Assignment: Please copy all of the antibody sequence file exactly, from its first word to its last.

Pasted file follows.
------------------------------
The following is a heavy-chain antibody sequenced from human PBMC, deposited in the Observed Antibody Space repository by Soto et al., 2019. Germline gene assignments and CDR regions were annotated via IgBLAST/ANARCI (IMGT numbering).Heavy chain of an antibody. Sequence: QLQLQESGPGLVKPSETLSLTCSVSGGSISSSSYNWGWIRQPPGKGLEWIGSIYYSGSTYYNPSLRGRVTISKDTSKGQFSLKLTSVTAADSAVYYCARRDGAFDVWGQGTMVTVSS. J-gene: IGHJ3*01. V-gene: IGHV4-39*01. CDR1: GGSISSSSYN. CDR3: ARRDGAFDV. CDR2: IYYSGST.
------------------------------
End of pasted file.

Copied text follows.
The following is a heavy-chain antibody sequenced from human PBMC, deposited in the Observed Antibody Space repository by Soto et al., 2019. Germline gene assignments and CDR regions were annotated via IgBLAST/ANARCI (IMGT numbering).Heavy chain of an antibody. Sequence: QLQLQESGPGLVKPSETLSLTCSVSGGSISSSSYNWGWIRQPPGKGLEWIGSIYYSGSTYYNPSLRGRVTISKDTSKGQFSLKLTSVTAADSAVYYCARRDGAFDVWGQGTMVTVSS. J-gene: IGHJ3*01. V-gene: IGHV4-39*01. CDR1: GGSISSSSYN. CDR3: ARRDGAFDV. CDR2: IYYSGST.